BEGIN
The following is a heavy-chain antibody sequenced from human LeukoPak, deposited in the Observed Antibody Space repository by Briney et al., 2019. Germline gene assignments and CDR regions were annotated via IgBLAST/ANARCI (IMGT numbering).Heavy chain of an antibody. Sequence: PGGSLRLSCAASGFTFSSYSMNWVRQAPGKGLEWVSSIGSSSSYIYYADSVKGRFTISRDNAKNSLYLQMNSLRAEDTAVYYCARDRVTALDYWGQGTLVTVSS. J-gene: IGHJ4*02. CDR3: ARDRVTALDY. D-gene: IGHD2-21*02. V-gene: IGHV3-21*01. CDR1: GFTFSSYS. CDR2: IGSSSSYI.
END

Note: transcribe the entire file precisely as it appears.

The following is a heavy-chain antibody sequenced from human LeukoPak, deposited in the Observed Antibody Space repository by Briney et al., 2019. Germline gene assignments and CDR regions were annotated via IgBLAST/ANARCI (IMGT numbering).Heavy chain of an antibody. Sequence: PGGSLRLSCAASGFTFSSYSMNWVRQAPGKGLEWVSSIGSSSSYIYYADSVKGRFTISRDNAKNSLYLQMNSLRAEDTAVYYCARDRVTALDYWGQGTLVTVSS. J-gene: IGHJ4*02. CDR3: ARDRVTALDY. D-gene: IGHD2-21*02. V-gene: IGHV3-21*01. CDR1: GFTFSSYS. CDR2: IGSSSSYI.